Celiac disease vs. gluten intolerance

September 13 is National Celiac Disease Awareness Day. In this article, Dr. Denton has provided insights on different aversions to gluten.

There are some key differences between celiac disease and “gluten intolerance.” Neither should be confused with a wheat allergy, but that will not be discussed here.

Celiac disease is an autoimmune disorder with a genetic component that can be screened for using a special antibody test (tissue transglutaminase IgA or tTG-IgA) and can cause damage to the small intestine. This damage can be detected on small bowel biopsy during an upper endoscopy.  If left untreated (i.e. not adhering to a strict gluten-free diet including avoidance of cross-contamination), it can lead to malabsorption, vitamin deficiencies, lactase deficiency, anemia, stunted growth, weight loss, and even an increased risk of cancer, just to name a few. Celiac disease is a life-long disorder and one cannot “grow out of it.”

“Gluten intolerance” is known as non-celiac gluten sensitivity (NCGS). It is not as well-understood as celiac disease, but it is not an autoimmune disease and does not seem to have a genetic component. There is a not a blood test and there are no specific findings on biopsy. Instead, it is diagnosed clinically when someone has negative testing for celiac disease but decreased symptoms while on a gluten-free diet and increased symptoms when gluten is introduced back into the diet. The poor outcomes seen with celiac disease when one does not adhere to a strict gluten free diet are not seen with NCGS. In addition, some may be able to tolerate cross-contamination or even small amounts of gluten in their diets, while others may experience a resolution of this sensitivity all together.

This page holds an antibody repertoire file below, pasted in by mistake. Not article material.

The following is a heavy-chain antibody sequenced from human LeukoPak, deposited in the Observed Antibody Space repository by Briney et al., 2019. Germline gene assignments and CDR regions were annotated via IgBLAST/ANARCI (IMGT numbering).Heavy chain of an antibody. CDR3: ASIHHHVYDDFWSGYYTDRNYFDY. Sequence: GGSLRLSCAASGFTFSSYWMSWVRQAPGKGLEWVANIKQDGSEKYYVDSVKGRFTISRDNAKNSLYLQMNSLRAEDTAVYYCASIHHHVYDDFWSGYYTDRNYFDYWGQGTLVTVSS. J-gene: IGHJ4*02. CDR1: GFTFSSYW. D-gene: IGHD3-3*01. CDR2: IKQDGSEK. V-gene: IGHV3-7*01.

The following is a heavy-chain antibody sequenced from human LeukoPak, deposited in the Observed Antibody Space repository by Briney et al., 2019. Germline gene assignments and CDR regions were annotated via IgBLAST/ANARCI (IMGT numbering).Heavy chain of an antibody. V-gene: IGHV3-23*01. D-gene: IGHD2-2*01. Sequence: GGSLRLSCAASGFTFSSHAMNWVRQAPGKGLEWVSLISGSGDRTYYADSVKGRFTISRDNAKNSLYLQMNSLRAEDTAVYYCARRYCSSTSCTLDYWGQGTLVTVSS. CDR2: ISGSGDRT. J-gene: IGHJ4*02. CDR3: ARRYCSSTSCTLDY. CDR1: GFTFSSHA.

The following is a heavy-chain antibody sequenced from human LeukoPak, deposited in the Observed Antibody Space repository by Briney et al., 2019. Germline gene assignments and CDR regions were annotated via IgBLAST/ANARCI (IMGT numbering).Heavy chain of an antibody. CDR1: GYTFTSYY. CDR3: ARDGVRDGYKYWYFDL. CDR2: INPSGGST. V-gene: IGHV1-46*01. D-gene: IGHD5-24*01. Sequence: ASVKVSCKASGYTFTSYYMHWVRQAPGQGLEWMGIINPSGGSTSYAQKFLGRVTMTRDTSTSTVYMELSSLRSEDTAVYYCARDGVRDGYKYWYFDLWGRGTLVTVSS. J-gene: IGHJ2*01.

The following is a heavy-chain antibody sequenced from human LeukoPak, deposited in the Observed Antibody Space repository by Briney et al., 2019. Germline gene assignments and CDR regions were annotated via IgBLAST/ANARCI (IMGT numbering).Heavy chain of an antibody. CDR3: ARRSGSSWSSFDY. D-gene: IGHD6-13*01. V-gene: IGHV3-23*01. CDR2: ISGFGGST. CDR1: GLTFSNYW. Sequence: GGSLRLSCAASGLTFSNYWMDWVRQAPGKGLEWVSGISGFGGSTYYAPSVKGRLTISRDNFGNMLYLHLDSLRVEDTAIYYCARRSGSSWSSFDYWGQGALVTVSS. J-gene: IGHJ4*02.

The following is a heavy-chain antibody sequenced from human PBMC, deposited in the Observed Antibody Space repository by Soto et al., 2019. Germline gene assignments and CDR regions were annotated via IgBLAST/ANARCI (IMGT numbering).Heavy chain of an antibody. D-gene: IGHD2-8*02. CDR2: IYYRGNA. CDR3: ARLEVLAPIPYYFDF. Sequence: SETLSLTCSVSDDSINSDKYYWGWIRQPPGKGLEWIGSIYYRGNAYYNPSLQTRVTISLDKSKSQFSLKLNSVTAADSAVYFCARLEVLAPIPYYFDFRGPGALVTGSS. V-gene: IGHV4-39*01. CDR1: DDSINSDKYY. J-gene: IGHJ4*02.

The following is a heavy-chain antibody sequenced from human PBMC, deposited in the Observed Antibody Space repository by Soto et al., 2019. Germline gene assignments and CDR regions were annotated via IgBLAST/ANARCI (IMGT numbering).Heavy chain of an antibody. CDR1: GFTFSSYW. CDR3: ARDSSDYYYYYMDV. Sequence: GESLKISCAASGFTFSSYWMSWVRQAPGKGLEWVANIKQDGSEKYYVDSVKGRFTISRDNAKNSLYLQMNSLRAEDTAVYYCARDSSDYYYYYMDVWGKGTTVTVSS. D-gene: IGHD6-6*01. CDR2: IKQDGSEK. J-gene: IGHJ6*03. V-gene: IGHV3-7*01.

It is important to note that there can be overlap in symptoms with celiac disease and NCGS including bloating, nausea, diarrhea, constipation, abdominal pain, headache, and even behavioral changes, just to name a few.  With that said, these symptoms can be secondary to non-gluten-related disorders as well, so it is important to talk to your provider and ask if further evaluation, including screening for celiac disease, or referral to a gastroenterologist would be beneficial.

Christine Denton, MD, is a pediatric gastroenterologist at Children’s Hospital at Erlanger. For more information or to make an appointment, check out Erlanger’s Pediatric Gastroenterology.